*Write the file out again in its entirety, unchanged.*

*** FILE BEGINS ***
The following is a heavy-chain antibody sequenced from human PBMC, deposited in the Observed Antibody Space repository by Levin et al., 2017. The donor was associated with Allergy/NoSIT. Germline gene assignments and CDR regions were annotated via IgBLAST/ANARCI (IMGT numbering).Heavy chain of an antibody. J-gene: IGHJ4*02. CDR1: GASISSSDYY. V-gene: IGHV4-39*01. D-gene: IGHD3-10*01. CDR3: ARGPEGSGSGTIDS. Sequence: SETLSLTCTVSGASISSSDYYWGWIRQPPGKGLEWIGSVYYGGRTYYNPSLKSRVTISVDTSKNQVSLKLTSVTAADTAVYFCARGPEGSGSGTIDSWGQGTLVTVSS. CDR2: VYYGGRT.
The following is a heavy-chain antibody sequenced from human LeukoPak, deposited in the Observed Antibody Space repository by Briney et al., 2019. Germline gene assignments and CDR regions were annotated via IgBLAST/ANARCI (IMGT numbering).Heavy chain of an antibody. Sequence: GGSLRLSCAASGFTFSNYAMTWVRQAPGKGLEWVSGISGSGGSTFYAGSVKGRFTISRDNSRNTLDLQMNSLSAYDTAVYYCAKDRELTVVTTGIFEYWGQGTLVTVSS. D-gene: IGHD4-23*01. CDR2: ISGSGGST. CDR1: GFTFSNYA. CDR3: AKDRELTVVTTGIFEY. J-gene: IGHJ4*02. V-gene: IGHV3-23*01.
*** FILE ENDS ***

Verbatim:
The following is a heavy-chain antibody sequenced from human PBMC, deposited in the Observed Antibody Space repository by Levin et al., 2017. The donor was associated with Allergy/NoSIT. Germline gene assignments and CDR regions were annotated via IgBLAST/ANARCI (IMGT numbering).Heavy chain of an antibody. J-gene: IGHJ4*02. CDR1: GASISSSDYY. V-gene: IGHV4-39*01. D-gene: IGHD3-10*01. CDR3: ARGPEGSGSGTIDS. Sequence: SETLSLTCTVSGASISSSDYYWGWIRQPPGKGLEWIGSVYYGGRTYYNPSLKSRVTISVDTSKNQVSLKLTSVTAADTAVYFCARGPEGSGSGTIDSWGQGTLVTVSS. CDR2: VYYGGRT.
The following is a heavy-chain antibody sequenced from human LeukoPak, deposited in the Observed Antibody Space repository by Briney et al., 2019. Germline gene assignments and CDR regions were annotated via IgBLAST/ANARCI (IMGT numbering).Heavy chain of an antibody. Sequence: GGSLRLSCAASGFTFSNYAMTWVRQAPGKGLEWVSGISGSGGSTFYAGSVKGRFTISRDNSRNTLDLQMNSLSAYDTAVYYCAKDRELTVVTTGIFEYWGQGTLVTVSS. D-gene: IGHD4-23*01. CDR2: ISGSGGST. CDR1: GFTFSNYA. CDR3: AKDRELTVVTTGIFEY. J-gene: IGHJ4*02. V-gene: IGHV3-23*01.